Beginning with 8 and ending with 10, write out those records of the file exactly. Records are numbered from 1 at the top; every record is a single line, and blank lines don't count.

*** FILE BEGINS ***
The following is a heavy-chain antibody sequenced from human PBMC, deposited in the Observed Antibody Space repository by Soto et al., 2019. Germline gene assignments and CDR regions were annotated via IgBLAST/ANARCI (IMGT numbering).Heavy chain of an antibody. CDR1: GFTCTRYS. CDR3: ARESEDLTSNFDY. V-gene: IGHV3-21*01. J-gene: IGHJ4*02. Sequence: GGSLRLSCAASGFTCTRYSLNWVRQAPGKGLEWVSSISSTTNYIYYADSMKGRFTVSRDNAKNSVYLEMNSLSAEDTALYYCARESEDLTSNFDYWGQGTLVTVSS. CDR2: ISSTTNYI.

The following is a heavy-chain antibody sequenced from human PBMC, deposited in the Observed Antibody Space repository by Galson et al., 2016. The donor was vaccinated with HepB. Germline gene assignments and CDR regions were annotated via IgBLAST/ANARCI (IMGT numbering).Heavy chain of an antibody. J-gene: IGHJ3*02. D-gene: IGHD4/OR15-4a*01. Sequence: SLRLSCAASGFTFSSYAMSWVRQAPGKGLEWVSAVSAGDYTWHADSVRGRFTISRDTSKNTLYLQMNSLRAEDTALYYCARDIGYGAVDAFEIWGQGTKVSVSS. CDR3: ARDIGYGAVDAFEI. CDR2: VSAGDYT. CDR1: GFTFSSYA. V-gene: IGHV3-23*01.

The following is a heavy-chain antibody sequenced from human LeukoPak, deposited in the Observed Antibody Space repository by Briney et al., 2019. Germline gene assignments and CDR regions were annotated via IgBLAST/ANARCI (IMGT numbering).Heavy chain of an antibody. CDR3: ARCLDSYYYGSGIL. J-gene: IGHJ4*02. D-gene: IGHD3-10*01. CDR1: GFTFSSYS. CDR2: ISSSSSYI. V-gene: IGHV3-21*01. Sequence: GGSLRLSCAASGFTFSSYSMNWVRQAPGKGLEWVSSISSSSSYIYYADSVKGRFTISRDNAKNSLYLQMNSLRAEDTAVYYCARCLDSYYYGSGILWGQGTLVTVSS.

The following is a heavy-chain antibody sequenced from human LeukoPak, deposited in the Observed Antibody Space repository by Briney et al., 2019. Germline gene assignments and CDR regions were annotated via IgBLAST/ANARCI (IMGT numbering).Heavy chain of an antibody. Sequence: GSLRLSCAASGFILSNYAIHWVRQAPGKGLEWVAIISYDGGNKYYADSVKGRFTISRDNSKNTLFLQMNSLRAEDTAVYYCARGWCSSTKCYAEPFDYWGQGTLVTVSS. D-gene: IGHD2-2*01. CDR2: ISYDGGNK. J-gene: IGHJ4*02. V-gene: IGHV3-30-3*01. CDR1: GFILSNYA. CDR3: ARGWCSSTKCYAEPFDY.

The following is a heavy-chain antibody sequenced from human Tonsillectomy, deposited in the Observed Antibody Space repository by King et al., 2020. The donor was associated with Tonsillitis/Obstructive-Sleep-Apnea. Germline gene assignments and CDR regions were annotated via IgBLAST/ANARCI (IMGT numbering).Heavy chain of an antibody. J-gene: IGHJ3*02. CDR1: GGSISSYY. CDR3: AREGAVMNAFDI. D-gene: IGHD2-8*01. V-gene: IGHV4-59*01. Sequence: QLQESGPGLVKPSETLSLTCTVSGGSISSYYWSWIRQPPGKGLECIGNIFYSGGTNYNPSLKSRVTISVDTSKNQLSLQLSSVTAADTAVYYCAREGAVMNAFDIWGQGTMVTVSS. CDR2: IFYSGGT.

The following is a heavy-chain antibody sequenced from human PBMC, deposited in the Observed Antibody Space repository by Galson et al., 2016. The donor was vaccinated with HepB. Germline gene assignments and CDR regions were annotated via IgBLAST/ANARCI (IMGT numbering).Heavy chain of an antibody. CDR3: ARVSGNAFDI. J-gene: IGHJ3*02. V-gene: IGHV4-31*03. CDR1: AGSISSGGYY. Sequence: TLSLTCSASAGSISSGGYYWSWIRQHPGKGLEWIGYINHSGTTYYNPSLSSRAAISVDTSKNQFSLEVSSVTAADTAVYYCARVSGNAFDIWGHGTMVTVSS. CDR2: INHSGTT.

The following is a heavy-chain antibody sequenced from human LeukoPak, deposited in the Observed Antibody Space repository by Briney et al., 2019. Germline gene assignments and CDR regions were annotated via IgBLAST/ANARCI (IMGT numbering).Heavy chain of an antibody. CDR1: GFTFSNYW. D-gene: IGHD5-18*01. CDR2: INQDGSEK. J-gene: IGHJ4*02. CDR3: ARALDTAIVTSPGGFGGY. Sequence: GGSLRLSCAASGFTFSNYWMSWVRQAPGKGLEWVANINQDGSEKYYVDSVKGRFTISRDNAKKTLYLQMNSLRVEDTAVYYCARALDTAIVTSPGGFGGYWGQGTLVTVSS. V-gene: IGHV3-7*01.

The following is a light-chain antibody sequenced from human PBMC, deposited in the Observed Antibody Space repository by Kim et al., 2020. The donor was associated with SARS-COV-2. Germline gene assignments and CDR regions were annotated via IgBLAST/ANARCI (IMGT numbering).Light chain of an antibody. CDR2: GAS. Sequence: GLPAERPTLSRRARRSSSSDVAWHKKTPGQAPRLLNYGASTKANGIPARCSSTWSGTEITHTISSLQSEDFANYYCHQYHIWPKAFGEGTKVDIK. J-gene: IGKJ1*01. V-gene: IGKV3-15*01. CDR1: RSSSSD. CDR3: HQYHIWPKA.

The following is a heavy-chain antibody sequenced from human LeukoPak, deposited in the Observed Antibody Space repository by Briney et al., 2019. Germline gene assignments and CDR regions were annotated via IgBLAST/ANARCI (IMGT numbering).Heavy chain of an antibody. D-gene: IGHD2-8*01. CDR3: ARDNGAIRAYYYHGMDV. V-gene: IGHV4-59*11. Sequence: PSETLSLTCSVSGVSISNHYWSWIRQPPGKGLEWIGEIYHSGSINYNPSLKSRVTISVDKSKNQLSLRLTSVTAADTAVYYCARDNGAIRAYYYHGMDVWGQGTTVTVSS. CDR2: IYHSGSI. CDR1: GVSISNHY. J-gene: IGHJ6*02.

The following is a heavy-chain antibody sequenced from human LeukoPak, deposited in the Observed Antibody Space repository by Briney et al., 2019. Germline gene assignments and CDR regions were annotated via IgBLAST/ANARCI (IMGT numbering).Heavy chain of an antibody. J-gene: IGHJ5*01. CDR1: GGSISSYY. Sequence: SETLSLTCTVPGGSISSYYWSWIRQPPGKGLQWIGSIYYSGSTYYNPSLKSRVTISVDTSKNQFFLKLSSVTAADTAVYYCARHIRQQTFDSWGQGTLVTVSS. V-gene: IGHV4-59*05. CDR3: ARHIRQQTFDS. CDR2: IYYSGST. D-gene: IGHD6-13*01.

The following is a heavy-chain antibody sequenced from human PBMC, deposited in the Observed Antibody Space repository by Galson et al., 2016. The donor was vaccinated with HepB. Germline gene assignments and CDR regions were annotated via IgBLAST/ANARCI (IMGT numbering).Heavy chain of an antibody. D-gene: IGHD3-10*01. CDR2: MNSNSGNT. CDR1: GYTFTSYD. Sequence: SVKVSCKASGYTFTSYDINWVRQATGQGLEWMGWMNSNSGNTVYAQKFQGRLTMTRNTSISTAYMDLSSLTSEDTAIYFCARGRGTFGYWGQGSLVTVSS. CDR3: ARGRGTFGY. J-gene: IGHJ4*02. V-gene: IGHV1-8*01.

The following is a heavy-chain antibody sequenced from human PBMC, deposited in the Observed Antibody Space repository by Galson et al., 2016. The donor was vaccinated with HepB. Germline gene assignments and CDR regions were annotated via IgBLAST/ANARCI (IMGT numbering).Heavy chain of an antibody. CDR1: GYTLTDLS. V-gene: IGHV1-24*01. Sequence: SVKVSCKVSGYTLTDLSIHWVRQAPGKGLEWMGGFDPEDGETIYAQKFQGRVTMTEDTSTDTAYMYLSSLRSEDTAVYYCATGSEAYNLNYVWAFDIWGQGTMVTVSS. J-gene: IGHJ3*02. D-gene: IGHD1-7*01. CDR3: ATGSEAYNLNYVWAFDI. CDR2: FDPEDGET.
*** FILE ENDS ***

The following is a light-chain antibody sequenced from human PBMC, deposited in the Observed Antibody Space repository by Kim et al., 2020. The donor was associated with SARS-COV-2. Germline gene assignments and CDR regions were annotated via IgBLAST/ANARCI (IMGT numbering).Light chain of an antibody. CDR2: GAS. Sequence: GLPAERPTLSRRARRSSSSDVAWHKKTPGQAPRLLNYGASTKANGIPARCSSTWSGTEITHTISSLQSEDFANYYCHQYHIWPKAFGEGTKVDIK. J-gene: IGKJ1*01. V-gene: IGKV3-15*01. CDR1: RSSSSD. CDR3: HQYHIWPKA.

The following is a heavy-chain antibody sequenced from human LeukoPak, deposited in the Observed Antibody Space repository by Briney et al., 2019. Germline gene assignments and CDR regions were annotated via IgBLAST/ANARCI (IMGT numbering).Heavy chain of an antibody. D-gene: IGHD2-8*01. CDR3: ARDNGAIRAYYYHGMDV. V-gene: IGHV4-59*11. Sequence: PSETLSLTCSVSGVSISNHYWSWIRQPPGKGLEWIGEIYHSGSINYNPSLKSRVTISVDKSKNQLSLRLTSVTAADTAVYYCARDNGAIRAYYYHGMDVWGQGTTVTVSS. CDR2: IYHSGSI. CDR1: GVSISNHY. J-gene: IGHJ6*02.

The following is a heavy-chain antibody sequenced from human LeukoPak, deposited in the Observed Antibody Space repository by Briney et al., 2019. Germline gene assignments and CDR regions were annotated via IgBLAST/ANARCI (IMGT numbering).Heavy chain of an antibody. J-gene: IGHJ5*01. CDR1: GGSISSYY. Sequence: SETLSLTCTVPGGSISSYYWSWIRQPPGKGLQWIGSIYYSGSTYYNPSLKSRVTISVDTSKNQFFLKLSSVTAADTAVYYCARHIRQQTFDSWGQGTLVTVSS. V-gene: IGHV4-59*05. CDR3: ARHIRQQTFDS. CDR2: IYYSGST. D-gene: IGHD6-13*01.